Proceedings of the Day Conference held at the Lancaster University, November 2005.
Paul Dickinson and Frank Eade
Manchester Metropolitan University Institute of Education
This article provides an outline of the initial stages of the implementation of a project exploring the use of Realistic Mathematics Education (RME) in English secondary schools. The paper explores some differences in the approaches used by the RME pupils and those taught under the National Strategy. We conjecture that teaching under RME encourages pupils to refine and develop their informal strategies.
Tadcaster Grammar School
John Monaghan, Louise Sheryn
University of Leeds
How does a plumber determine what his/her hourly rate should be, or a hairdresser determine how much to charge for a haircut? If they go to a bank for a loan, then the manager will want some assurances that the rates charged will keep the business afloat. We describe the work some Year 9 and 10 students did as they engaged in these activities and set up their own virtual business and discuss aspects of the work.
University of Bristol
The nature and role of explanation in mathematics classrooms has been investigated from a variety of different perspectives. In this paper, I consider a possible approach derived from discursive psychology. This approach sees explaining as a situated, discursive practice and seeks to understand how explanations are locally accomplished in interaction. Analysis seeks to uncover the structure of explanations from the participants’ (rather than analysts’) perspective. By working on an example of mathematics classroom interaction I explore how this perspective could be useful for research in this area.
Nigel Calder, Tony Brown, Una Handley and Susan Darby
University of Waikato, Manchester Metropolitan University
This paper is concerned with how both children and pre-service teaching students engage in mathematical investigation using spreadsheets. It examines how mathematical phenomena are shaped by the pedagogical medium through which they are encountered. It considers how the nature of pedagogical support influences different styles of social interaction, and how this interaction contextualises and hence conditions the mathematical ideas. A particular focus is on how alternative pedagogical media promote varying discourse networks that influence the approach to the forming and testing of informal conjectures. How these approaches might differ will also be examined.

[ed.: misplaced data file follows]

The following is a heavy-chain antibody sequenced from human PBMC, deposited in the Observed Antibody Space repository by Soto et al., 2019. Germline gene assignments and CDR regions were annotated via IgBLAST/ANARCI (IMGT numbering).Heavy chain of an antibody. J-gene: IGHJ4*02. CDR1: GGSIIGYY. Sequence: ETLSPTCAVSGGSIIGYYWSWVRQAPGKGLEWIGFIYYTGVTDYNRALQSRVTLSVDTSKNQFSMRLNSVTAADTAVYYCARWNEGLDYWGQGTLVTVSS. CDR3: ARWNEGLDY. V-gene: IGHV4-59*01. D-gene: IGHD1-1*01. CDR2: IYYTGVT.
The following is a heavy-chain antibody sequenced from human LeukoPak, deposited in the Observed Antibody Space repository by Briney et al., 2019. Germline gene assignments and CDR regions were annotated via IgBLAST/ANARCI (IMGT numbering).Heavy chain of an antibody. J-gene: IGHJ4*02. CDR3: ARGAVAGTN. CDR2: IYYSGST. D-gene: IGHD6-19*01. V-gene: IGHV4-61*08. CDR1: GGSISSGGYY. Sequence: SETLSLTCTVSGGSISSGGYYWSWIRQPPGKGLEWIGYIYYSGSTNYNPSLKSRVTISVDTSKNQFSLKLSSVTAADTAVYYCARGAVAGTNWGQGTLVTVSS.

Kathryn Fox and Sue Pope
St. Martin’s College, Lancaster
Part of the provision for members of the government funded National Academy for Gifted and Talented Youth (NAGTY) includes two week summer schools hosted by various higher education institutions across the country. In this paper we explore the responses of young people on a mathematics summer school for 11-16 year olds held at Lancaster University and tutored by mathematics educators. Two main areas are considered: the students’ attitudes towards being labelled as ‘gifted and talented’ and their mathematical experiences during the summer school.
School of Education, University of Leeds
This paper seeks to explore the association, if any, amongst mediational means, cultural capital, and students’ approaches to mathematics in a Caribbean setting. On a macro-level, student outcomes in mathematics by school type (a crude indicator of social class) suggest that there is a link between these outcomes and social class (itself an indicator of cultural capital). Micro-level analysis via the lens of an algebra question showed some variation in how students made use of rules in attempting the question, and this along the lines of school type. It is posited that the way rules are used as mediational means in mathematics is structured in part by students’ cultural capital, and that this, cultural capital, provides an explanatory model in this context for the observed differences in mathematical achievement.
Dyscalculia, although officially acknowledged, is controversial. It is particularly problematic for mathematics educators, involving evidence from non-educational paradigms and raising issues about inclusion, mathematics and learning. There are implications for research and the prevention of mathematics difficulties.
Una Hanley, Susan Darby, Nigel Calder and Tony Brown
Manchester Metropolitan University, University of Waikato New Zealand
With the introduction of any new initiative into the mathematics classroom, there is often an assumption that it will produce measurable effects in teaching approaches and pupil progress. Our intention is to examine how teachers from a small project in progress are trying to interpret what a new scheme requires of them and how by engaging with it, they re-describe both their pedagogic understanding and classroom practices relationally to earlier approaches. We focus on the key term ‘discussion’ and examine the way in which it serves to anchor the teachers’ conceptions of themselves during this transition. By using a theoretical framework derived from some neo-Marxist writers we consider these discursive shifts and how they can be seen as relevant to attempts at curriculum change.
Alice Hansen and Liz Jackson
St. Martin’s College, Lancaster